2. Irritations inventory

Understanding what is currently frustrating you gives you an opportunity to avoid or circumvent these in your vision for your future. Knowing what you don’t want also helps you figure out what you do want.

Catalogue a list of irritations in your life and work right now. What do you not like about your work? What parts of your day make you frazzled? When do you feel out of control? What gives you a feeling of dread when you wake up each day?

3. Letter from the future

This is the ultimate tool for creating future positive possibilities.

  • Write down a free-flow letter to yourself, from yourself, at some future date - 1 year, 5 years, 10 or 20 years from now.

  • Describe what you've done and have achieved as a result of your life turning out exactly how you wanted.

  • What are you thinking, feeling and doing?

  • Describe the things that brought meaning and joy in your life or at work.

  • Don’t limit yourself to what’s likely or realistic - in this exercise, let your imagination run wild!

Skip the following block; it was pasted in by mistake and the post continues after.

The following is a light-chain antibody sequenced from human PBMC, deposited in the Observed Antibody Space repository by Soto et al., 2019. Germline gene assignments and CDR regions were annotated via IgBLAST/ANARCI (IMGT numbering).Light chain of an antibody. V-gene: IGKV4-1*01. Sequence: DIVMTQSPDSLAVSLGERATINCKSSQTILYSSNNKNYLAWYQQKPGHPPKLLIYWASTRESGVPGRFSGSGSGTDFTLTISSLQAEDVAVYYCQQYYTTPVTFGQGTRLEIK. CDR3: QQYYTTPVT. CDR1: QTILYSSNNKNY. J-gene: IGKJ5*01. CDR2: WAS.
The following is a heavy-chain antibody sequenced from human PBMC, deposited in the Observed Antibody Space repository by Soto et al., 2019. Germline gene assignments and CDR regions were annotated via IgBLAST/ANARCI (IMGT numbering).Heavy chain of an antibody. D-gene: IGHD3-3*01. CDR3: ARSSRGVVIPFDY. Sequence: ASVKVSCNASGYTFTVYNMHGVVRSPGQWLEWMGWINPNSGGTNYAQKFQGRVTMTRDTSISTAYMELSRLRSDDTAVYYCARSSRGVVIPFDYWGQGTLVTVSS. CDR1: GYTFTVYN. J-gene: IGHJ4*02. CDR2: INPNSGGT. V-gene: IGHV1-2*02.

Once you’ve done these three exercises you start to make explicit (clear) what might have been implicit (less obvious or even unconscious) up to now. Getting clearer about the hopes and dreams you carry around inside you is a starting point to making plans for the future. From here, you can start to set some more concrete goals for yourself, with the confidence that you’re moving in the direction of your dreams.

We’re in your corner,

Debra & Kate

Live The Dream

Two confidence zapping words you should never use!

Have you ever planned an exciting party for your child (or yourself) and despite the fact that planning is going well, doubts start to creep in?  

What if no-one comes? What if it rains? What if people don’t have fun?

Then on the day of the party, people turn up, fun is had, guests were undeterred by the light rain showers and you all finish up with big smiles. “See?” you say to your child, “it all worked out, no need to have worried”.

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When my kids start with the “what if’s”, I say to them “what if your moustache was made of spinach?” This is so completely ridiculous it helps remind them of the futility of worrying about something that may never happen.